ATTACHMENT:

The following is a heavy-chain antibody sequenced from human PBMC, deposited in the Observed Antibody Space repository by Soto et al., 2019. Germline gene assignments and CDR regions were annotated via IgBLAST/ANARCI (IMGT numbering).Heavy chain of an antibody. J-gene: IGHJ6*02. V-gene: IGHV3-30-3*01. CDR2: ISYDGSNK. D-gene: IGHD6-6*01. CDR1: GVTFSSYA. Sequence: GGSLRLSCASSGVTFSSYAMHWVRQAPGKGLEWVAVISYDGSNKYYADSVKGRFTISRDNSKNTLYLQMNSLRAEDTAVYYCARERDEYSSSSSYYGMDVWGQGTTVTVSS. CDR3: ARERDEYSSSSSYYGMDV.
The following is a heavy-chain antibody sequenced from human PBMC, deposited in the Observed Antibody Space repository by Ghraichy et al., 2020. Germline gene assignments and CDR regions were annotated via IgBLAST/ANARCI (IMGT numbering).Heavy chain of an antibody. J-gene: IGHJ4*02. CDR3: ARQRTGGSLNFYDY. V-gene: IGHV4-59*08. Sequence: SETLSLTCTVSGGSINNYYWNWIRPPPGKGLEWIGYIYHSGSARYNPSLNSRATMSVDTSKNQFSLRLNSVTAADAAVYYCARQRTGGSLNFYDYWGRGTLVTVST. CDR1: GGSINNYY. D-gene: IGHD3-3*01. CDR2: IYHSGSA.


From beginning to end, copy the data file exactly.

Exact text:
The following is a heavy-chain antibody sequenced from human PBMC, deposited in the Observed Antibody Space repository by Soto et al., 2019. Germline gene assignments and CDR regions were annotated via IgBLAST/ANARCI (IMGT numbering).Heavy chain of an antibody. J-gene: IGHJ6*02. V-gene: IGHV3-30-3*01. CDR2: ISYDGSNK. D-gene: IGHD6-6*01. CDR1: GVTFSSYA. Sequence: GGSLRLSCASSGVTFSSYAMHWVRQAPGKGLEWVAVISYDGSNKYYADSVKGRFTISRDNSKNTLYLQMNSLRAEDTAVYYCARERDEYSSSSSYYGMDVWGQGTTVTVSS. CDR3: ARERDEYSSSSSYYGMDV.
The following is a heavy-chain antibody sequenced from human PBMC, deposited in the Observed Antibody Space repository by Ghraichy et al., 2020. Germline gene assignments and CDR regions were annotated via IgBLAST/ANARCI (IMGT numbering).Heavy chain of an antibody. J-gene: IGHJ4*02. CDR3: ARQRTGGSLNFYDY. V-gene: IGHV4-59*08. Sequence: SETLSLTCTVSGGSINNYYWNWIRPPPGKGLEWIGYIYHSGSARYNPSLNSRATMSVDTSKNQFSLRLNSVTAADAAVYYCARQRTGGSLNFYDYWGRGTLVTVST. CDR1: GGSINNYY. D-gene: IGHD3-3*01. CDR2: IYHSGSA.